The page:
The San Diego County Water Authority celebrated Tuesday its award for the world’s top civil-engineering project — a network of dams, pumps and pipelines that can protect the region’s water supply for six months.
The $1.5 billion Emergency & Carryover Storage Project received the 2017 award from the American Society of Civil Engineers earlier this year, beating out the iconic new One World Trade Center in New York and the Chhatrapati Shivaji International Airport Terminal 2 in Mumbai, India, among other projects.
On Tuesday a plaque was officially unveiled at the remote Olivenhain Dam, one of the four key parts of the project. The plaque will ultimately be mounted at the top of the dam.
Norma Jean Mattei, president of the 150,000-member, Virginia-based engineering society, said the award recognizes innovation, originality and vision.
“The water authority planned for the future, making an investment that ensures the public’s health, safety and welfare in case of disaster,” Mattei said.
The 318-foot tall dam — the tallest built using a new concrete construction process — nearby Lake Hodges pump station, 11-mile San Vicente Pipeline and newly raised San Vicente Dam can together store six months of water supply in case the region is cut off from Colorado River aqueducts.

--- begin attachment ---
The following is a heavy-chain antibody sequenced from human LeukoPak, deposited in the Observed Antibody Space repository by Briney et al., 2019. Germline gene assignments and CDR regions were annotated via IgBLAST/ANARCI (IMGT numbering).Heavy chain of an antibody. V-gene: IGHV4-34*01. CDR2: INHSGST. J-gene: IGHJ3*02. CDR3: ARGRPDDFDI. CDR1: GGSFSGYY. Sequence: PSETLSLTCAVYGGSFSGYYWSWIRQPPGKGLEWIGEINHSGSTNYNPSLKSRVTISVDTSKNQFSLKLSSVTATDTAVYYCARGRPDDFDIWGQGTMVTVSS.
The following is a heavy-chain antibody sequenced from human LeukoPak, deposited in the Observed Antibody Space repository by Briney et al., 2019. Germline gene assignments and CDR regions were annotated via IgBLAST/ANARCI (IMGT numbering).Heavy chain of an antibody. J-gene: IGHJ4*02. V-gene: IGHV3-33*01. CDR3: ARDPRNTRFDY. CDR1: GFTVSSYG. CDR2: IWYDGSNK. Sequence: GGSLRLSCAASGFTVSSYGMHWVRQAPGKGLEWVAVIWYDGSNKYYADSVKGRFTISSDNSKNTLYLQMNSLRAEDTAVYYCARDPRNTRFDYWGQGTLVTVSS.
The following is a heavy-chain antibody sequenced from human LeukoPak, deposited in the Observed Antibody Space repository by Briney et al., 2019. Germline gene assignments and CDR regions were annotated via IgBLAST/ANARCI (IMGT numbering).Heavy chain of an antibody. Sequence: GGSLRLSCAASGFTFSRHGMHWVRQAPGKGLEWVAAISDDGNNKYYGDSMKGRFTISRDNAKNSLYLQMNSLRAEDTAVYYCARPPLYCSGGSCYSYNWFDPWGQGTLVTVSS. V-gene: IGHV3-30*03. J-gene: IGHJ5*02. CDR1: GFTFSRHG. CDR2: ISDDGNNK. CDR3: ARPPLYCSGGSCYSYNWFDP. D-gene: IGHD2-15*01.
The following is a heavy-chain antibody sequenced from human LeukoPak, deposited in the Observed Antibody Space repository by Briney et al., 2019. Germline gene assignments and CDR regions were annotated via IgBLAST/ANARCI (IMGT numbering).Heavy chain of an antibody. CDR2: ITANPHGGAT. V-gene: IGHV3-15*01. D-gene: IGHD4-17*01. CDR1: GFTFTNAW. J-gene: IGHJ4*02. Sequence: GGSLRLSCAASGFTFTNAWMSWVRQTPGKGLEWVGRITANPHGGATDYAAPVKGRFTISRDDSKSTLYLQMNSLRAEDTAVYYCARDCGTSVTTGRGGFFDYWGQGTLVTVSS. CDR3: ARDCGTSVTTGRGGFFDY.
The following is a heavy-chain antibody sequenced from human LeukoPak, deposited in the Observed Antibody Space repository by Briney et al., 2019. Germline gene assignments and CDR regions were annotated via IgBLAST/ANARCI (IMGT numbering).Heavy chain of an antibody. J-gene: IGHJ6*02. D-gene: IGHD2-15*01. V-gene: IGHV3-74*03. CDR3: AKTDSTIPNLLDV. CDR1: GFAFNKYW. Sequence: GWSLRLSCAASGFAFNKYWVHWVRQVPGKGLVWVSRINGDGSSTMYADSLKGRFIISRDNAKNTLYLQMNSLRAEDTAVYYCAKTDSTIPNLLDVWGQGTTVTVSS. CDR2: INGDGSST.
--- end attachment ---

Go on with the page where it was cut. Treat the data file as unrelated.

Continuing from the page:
The project was fully completed at the beginning of the recent drought. “The timing could not have been more fortunate,” noted Maureen Stapleton, general manager of the water authority.
Mark Muir, chairman of the water authority, thanked San Diegans for supporting the project over a 25-year-period. “A special thank you to our ratepayers who have invested a significant amount of money in this project,” he said.
Mattei said it’s somewhat sad that few of the 3 million people protected by the project with ever see it because of the remote locations of the dams and pipelines.
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